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Honduras Coup - Day 46 - August 12, 2009

  • Zelaya's supporters swarm capital in protest
    By : August 12, 2009
    Thousands of supporters of ousted Honduran President Manuel Zelaya converged on the capital Tegucigalpa on Tuesday to demand his restitution as president of the country.

  • Action Alert: Attack Against Offices of Vía Campesina in Honduras
    By Vía Campesina - : August 12, 2009
    Last night at 11:23 p.m., during curfew which began at 10 p.m., unknown individuals driving a cream colour Toyota Turismo with the license plate PCA1981 fired bullets at the office of Vía Campesina located in the Alameda neighbourhood of Tegucigalpa, Honduras which is coordinated by Rafael Alegría. The act was a clear attack against our social organizations and leaders who are part of the National Front Against the Coup. In addition to the recent attack on Vía Campesina, a bomb capable of killing 15 people went off in the building of the Beverage Workers Union (STIBYS, by its Spanish initials) on July 26th 2009. Both organizations are part of the National Front Against the Coup.

  • From Cuba, Solidarity Message to Hondurans
    By : August 12, 2009
    Members of the Latin American Brigade of Solidarity with Cuba expressed their support in a message sent to the Honduran people on Wednesday, after the coup perpetrated in this Central American nation on June 28 against Constitutional President Manuel Zelaya.

  • Honduran police clash again with Zelaya supporters
    By Edgard Garrido, Reuters - : August 12, 2009
    Security forces fired tear gas to disperse a crowd of thousands of demonstrators in the capital Tegucigalpa and protesters responded by throwing stones in a scuffle near Congress. The demonstration calmed down by the afternoon.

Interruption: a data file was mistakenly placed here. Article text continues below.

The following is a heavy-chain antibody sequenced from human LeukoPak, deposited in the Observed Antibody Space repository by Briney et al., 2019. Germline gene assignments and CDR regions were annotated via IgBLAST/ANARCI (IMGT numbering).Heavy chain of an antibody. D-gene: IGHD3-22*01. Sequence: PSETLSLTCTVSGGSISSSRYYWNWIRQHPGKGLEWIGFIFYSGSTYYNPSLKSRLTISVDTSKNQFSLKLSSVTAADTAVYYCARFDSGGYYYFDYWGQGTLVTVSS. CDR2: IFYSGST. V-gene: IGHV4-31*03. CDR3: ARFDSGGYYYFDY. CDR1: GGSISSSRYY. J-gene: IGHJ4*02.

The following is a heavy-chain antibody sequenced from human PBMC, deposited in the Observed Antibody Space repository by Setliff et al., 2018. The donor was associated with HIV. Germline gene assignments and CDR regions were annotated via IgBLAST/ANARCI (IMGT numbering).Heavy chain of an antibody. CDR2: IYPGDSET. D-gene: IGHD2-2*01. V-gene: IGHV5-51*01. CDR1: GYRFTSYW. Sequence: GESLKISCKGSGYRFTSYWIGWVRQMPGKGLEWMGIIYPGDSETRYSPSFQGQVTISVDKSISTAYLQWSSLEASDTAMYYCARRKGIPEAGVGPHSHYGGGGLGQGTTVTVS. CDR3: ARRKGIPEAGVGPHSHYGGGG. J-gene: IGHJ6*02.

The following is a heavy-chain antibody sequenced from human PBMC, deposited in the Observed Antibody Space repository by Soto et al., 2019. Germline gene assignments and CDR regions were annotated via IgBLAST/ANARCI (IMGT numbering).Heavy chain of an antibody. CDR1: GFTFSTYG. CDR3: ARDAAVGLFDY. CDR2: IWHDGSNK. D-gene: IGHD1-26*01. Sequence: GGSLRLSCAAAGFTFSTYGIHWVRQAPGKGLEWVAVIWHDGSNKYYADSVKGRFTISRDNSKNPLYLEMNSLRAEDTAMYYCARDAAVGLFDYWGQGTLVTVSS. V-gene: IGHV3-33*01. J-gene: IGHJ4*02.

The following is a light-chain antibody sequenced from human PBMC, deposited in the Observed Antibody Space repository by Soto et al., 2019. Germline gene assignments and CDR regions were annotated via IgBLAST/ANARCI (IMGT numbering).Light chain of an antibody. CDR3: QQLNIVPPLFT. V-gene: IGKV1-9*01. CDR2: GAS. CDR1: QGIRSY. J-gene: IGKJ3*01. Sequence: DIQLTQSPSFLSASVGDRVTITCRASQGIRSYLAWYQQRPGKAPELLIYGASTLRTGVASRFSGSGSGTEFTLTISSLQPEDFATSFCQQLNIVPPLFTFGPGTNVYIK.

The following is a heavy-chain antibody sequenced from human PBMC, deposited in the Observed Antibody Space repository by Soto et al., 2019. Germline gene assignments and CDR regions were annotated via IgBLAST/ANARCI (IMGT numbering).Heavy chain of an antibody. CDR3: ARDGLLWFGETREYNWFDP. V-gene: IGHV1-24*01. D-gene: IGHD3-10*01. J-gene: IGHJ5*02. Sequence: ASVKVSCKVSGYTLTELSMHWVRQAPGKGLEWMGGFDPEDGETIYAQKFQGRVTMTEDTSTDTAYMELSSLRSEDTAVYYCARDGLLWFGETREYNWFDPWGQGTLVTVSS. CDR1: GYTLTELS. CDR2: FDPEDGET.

• The Honduras coup is a sign: the radical tide can be turned
    By Seumas Milne - : August 12, 2009
    If this were Burma or Iran the assault on democracy would be a global cause celebre. Instead, Obama is sitting on his hands
    But as the coup regime of Roberto Micheletti digs in without a hint of serious sanction from the country's powerful northern sponsor, there is every sign of a historical replay. In a grotesquely unequal country of seven million people, famously owned and controlled by 15 families, in which more than two-thirds live below the poverty line, the oligarch rancher Zelaya was an unlikely champion of social advance..

  • 10,000 supporters of Honduras' ousted president
    arrive in capital after weeklong marches

    By Kathia Martinez - : August 12, 2009
    Honduras' interim government reinstated a nighttime curfew for the capital after thousands of anti-coup protesters marched into Tegucigalpa on Tuesday to demand the return of ousted President Manuel Zelaya.

  • Honduras: unions start open-ended strike
    By : August 12, 2009
    On Aug. 6 the three main Honduran labor federations held a march in Tegucigalpa marking the start of an open-ended general strike against the de facto government formed when a June 28 coup removed president José Manuel Zelaya Rosales from office. The strike was timed to coincide with eight coordinated marches by grassroots organizations that began on Aug. 5 with the goal of bringing tens of thousands of coup opponents from around the country to Tegucigalpa and San Pedro Sula, the second largest city, on Aug. 11. A delegation from the Organization of American States (OAS) is scheduled to visit Honduras that day for discussions with de facto officials and others.

  • University Rector's Comments on UNAH Confrontation
    By : August 12, 2009
    An article in the pro-coup Honduran newspaper El Heraldo, published Monday, is interesting for a number of reasons. First, it quotes Rectora Julieta Castellanos, the respect sociologist, highest official of the University, whose man-handling by riot police last week was a shocking breach of university autonomy that underlines how out of control the military/police response is. Second, it gives an opportunity to have a real eye-witness-- the best eye-witness-- assess who has the responsibility for the violence that escalated after some university students blocked a road in Tegucigalpa and the police over-reacted to this normal form of civil disobedience.

  • The media doesn't get Latin America
    By Rodrigo Orihuela - : August 12, 2009
    The reaction in the US to the crisis in Honduras highlights how the media is totally out of touch with the region